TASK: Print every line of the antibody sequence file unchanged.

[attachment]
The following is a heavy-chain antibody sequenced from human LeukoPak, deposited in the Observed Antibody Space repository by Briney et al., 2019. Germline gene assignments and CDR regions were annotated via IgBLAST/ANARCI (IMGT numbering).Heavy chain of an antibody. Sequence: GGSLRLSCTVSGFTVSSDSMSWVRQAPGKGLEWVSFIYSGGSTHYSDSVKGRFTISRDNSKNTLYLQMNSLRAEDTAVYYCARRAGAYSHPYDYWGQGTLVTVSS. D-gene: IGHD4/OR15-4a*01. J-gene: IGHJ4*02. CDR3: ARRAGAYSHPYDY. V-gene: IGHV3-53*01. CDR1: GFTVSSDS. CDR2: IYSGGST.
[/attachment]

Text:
The following is a heavy-chain antibody sequenced from human LeukoPak, deposited in the Observed Antibody Space repository by Briney et al., 2019. Germline gene assignments and CDR regions were annotated via IgBLAST/ANARCI (IMGT numbering).Heavy chain of an antibody. Sequence: GGSLRLSCTVSGFTVSSDSMSWVRQAPGKGLEWVSFIYSGGSTHYSDSVKGRFTISRDNSKNTLYLQMNSLRAEDTAVYYCARRAGAYSHPYDYWGQGTLVTVSS. D-gene: IGHD4/OR15-4a*01. J-gene: IGHJ4*02. CDR3: ARRAGAYSHPYDY. V-gene: IGHV3-53*01. CDR1: GFTVSSDS. CDR2: IYSGGST.